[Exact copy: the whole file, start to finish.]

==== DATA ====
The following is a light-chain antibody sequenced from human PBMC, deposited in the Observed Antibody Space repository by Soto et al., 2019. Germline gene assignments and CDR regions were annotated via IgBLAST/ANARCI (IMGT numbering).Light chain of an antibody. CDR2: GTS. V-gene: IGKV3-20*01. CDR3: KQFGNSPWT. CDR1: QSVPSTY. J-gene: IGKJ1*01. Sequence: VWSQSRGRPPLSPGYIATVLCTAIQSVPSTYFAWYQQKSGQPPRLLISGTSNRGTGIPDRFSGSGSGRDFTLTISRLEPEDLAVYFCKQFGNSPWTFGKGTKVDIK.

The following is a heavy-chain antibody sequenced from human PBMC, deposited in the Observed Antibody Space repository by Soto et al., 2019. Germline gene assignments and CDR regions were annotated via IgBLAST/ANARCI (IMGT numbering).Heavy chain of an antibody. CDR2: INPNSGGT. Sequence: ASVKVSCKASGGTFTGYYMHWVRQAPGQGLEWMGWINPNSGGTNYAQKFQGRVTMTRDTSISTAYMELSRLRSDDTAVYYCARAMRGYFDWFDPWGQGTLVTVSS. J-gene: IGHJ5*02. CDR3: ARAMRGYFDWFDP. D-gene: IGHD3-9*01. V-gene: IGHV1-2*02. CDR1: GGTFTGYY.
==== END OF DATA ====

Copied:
The following is a light-chain antibody sequenced from human PBMC, deposited in the Observed Antibody Space repository by Soto et al., 2019. Germline gene assignments and CDR regions were annotated via IgBLAST/ANARCI (IMGT numbering).Light chain of an antibody. CDR2: GTS. V-gene: IGKV3-20*01. CDR3: KQFGNSPWT. CDR1: QSVPSTY. J-gene: IGKJ1*01. Sequence: VWSQSRGRPPLSPGYIATVLCTAIQSVPSTYFAWYQQKSGQPPRLLISGTSNRGTGIPDRFSGSGSGRDFTLTISRLEPEDLAVYFCKQFGNSPWTFGKGTKVDIK.

The following is a heavy-chain antibody sequenced from human PBMC, deposited in the Observed Antibody Space repository by Soto et al., 2019. Germline gene assignments and CDR regions were annotated via IgBLAST/ANARCI (IMGT numbering).Heavy chain of an antibody. CDR2: INPNSGGT. Sequence: ASVKVSCKASGGTFTGYYMHWVRQAPGQGLEWMGWINPNSGGTNYAQKFQGRVTMTRDTSISTAYMELSRLRSDDTAVYYCARAMRGYFDWFDPWGQGTLVTVSS. J-gene: IGHJ5*02. CDR3: ARAMRGYFDWFDP. D-gene: IGHD3-9*01. V-gene: IGHV1-2*02. CDR1: GGTFTGYY.